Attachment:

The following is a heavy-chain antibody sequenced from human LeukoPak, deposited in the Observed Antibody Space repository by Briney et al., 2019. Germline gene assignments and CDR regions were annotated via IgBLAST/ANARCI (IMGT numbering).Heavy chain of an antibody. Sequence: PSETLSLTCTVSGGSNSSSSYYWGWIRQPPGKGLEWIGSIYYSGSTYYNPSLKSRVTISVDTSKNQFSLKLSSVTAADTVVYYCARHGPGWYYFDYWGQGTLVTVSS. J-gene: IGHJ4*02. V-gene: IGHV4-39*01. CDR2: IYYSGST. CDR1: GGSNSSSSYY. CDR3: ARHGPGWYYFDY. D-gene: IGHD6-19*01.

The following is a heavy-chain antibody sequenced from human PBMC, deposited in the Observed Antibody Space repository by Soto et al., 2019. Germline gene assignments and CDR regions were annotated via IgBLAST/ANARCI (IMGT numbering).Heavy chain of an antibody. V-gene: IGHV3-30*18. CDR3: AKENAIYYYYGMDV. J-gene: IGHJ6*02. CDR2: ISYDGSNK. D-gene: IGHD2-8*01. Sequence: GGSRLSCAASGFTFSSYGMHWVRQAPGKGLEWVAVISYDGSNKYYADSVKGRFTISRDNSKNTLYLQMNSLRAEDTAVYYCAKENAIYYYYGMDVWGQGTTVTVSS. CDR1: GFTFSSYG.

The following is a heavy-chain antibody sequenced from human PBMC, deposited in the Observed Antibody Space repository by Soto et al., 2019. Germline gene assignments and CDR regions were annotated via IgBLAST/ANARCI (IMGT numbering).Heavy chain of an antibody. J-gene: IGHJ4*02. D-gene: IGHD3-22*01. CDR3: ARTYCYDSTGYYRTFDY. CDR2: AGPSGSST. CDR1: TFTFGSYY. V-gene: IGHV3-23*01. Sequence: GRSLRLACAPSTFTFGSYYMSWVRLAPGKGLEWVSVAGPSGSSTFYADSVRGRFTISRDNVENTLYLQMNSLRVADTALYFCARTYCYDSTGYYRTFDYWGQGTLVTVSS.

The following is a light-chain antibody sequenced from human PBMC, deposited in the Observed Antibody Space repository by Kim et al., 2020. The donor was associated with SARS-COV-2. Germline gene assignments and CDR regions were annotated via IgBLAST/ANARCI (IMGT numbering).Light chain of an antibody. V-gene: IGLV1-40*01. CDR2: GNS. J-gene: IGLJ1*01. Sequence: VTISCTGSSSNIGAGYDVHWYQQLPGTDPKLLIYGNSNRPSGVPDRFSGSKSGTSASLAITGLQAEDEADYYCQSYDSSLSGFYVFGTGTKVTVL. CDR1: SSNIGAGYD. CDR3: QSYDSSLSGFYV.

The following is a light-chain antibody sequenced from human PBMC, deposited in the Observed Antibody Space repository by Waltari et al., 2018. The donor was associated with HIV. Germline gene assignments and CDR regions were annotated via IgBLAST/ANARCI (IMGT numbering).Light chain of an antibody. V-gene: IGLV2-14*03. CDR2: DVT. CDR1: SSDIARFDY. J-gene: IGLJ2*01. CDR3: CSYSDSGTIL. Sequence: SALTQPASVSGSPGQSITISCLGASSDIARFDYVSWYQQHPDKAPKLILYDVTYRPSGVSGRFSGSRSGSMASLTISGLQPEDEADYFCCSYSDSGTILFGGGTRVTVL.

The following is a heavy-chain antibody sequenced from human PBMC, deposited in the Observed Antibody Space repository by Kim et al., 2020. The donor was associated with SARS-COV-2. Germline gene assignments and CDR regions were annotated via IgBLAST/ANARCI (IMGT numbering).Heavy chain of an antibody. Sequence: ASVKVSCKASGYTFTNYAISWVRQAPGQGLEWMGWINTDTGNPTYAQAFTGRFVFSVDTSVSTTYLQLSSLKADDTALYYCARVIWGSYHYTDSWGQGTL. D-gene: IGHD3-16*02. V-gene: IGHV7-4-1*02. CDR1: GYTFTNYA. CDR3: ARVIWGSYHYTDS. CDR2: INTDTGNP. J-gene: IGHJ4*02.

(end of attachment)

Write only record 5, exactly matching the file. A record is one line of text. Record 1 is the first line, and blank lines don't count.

The following is a light-chain antibody sequenced from human PBMC, deposited in the Observed Antibody Space repository by Waltari et al., 2018. The donor was associated with HIV. Germline gene assignments and CDR regions were annotated via IgBLAST/ANARCI (IMGT numbering).Light chain of an antibody. V-gene: IGLV2-14*03. CDR2: DVT. CDR1: SSDIARFDY. J-gene: IGLJ2*01. CDR3: CSYSDSGTIL. Sequence: SALTQPASVSGSPGQSITISCLGASSDIARFDYVSWYQQHPDKAPKLILYDVTYRPSGVSGRFSGSRSGSMASLTISGLQPEDEADYFCCSYSDSGTILFGGGTRVTVL.